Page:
The study design and primary results have been reported at various time points of study follow-up.10,12 The derivation of the required sample size has been previously described (eMethods in Supplement 2).12,14 The sample size was based on an expected primary efficacy end point event rate of 6.15 per 100 patient-years in the warfarin group, calculated by use of data from the Stroke Prevention in Atrial Fibrillation studies database and requiring a probability of noninferiority of 97.5% or greater, using a noninferiority margin of 2.0 for the difference in event rates between treatment groups expressed as a rate ratio (RR). Simulations were performed to ensure 80% power and a 5% false-positive (type I error) rate under a group sequential analysis plan that included a first interim analysis after 600 patient-years of follow-up and subsequent analyses after each additional 150 patient-years, up to a maximum of 1500. A probability criterion of 95% was defined as required for superiority. Noninferiority of the primary efficacy end point was achieved at the first prespecified interim analysis after 600 patient-years of exposure. A prespecified noninferiority margin was not set for the primary safety end point. The protocol also required follow-up for 5 years after enrollment with annual regulatory reporting. Statistical results are reported nominally without adjustment for multiple comparisons over time because the sampling scheme for extended long-term follow-up was beyond that defined by the original protocol.
The analysis reported here is based on 4 years of follow-up. Efficacy and safety analyses are based on a Bayesian Poisson model assuming a constant hazard rate and event occurrence following a Poisson distribution.14 For Bayesian analyses, credible intervals and posterior probabilities are reported. Analyses were based on intention-to-treat, censoring data from patients without events at the time of the last known status. Consistency was assessed using a Cox proportional hazards model with confidence intervals for the difference in rates. The Kaplan-Meier method was used for graphical assessment of time-dependent events.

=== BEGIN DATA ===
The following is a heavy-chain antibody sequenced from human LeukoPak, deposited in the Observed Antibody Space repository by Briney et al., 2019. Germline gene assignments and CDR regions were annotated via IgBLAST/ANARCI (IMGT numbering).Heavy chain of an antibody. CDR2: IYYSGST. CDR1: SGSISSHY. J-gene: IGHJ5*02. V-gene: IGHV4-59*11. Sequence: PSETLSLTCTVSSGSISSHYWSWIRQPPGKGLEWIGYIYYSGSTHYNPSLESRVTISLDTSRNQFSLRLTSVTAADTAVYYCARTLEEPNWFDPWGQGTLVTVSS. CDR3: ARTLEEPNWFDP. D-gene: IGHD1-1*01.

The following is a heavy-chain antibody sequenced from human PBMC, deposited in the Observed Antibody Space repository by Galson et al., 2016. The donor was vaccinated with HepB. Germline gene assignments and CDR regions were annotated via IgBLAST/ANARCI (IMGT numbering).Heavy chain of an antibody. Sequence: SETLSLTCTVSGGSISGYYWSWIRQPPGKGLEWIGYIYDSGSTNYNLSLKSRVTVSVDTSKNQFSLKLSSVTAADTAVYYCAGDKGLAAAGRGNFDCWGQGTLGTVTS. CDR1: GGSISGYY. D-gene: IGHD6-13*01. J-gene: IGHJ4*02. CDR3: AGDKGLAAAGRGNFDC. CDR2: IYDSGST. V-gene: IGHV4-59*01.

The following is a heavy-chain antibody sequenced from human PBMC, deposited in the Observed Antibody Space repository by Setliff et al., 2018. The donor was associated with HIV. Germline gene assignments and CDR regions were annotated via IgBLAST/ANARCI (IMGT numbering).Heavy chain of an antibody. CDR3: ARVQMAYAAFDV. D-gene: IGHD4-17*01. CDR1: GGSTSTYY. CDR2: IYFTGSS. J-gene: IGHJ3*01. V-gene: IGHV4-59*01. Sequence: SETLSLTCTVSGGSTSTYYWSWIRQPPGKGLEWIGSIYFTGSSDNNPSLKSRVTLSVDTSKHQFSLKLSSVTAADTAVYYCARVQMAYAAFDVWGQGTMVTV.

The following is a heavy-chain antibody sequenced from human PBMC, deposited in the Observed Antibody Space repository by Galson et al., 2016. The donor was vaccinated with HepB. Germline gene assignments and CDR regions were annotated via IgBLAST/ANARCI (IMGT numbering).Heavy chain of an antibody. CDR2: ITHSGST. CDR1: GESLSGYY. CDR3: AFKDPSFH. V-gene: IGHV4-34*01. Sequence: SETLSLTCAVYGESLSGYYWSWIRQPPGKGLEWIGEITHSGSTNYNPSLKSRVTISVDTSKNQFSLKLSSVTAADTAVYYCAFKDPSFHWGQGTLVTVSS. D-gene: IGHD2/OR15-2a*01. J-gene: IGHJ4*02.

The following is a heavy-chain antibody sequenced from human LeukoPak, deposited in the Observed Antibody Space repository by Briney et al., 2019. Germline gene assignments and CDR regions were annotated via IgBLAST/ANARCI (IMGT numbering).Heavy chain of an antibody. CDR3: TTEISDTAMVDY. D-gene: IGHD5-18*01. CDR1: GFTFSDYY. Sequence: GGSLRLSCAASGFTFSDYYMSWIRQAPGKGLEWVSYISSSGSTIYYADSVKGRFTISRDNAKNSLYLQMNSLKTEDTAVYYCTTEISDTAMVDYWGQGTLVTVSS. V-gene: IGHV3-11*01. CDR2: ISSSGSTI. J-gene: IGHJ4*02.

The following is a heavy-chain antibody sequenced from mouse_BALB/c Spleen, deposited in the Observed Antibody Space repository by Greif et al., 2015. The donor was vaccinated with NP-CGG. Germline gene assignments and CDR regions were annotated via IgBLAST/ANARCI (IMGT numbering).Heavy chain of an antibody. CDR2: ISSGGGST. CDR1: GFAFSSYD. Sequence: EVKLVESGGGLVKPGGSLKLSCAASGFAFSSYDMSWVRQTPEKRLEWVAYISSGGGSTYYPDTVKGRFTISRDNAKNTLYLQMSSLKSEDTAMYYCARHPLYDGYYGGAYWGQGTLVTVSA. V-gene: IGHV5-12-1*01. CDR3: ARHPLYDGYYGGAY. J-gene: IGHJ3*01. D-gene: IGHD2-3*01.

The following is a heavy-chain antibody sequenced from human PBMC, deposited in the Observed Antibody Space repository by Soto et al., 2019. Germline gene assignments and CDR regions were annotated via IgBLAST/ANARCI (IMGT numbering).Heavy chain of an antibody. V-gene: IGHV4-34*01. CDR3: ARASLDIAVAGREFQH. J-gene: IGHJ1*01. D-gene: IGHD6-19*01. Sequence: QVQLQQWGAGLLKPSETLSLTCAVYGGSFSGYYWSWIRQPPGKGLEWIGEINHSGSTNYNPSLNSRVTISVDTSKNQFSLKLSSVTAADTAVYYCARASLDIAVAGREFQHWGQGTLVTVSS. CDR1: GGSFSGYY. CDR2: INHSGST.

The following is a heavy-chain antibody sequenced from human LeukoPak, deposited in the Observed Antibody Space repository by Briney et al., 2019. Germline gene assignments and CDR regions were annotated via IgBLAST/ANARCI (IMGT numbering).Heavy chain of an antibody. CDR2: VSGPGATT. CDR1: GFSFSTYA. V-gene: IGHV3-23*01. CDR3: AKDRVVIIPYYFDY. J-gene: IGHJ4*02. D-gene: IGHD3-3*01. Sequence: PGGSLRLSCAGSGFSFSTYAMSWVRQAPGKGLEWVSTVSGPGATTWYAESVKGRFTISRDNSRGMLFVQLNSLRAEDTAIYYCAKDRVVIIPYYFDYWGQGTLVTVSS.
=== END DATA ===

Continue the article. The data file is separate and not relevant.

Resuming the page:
To isolate the effect of LAA closure, a postprocedure analysis excluded patients in whom the device could not be successfully implanted and excluded events directly related to device implantation. Additional secondary analyses were performed using frequentist methods to demonstrate the effect of the postimplant drug regimen on efficacy and safety outcomes. A per-protocol analysis was performed to assess the outcomes of patients with the device after completing the requisite 45-day period of anticoagulation after implantation (day 0 was designated the day after stopping warfarin). A terminal therapy analysis assessed outcomes after discontinuation of clopidogrel, thereby defining efficacy and safety of the device during long-term therapy with aspirin alone. No α-level adjustment was made for these sensitivity analyses. The P values for these secondary analyses were nominal, 2-sided, and nominally significant at P < .05 with no adjustment for multiple comparisons.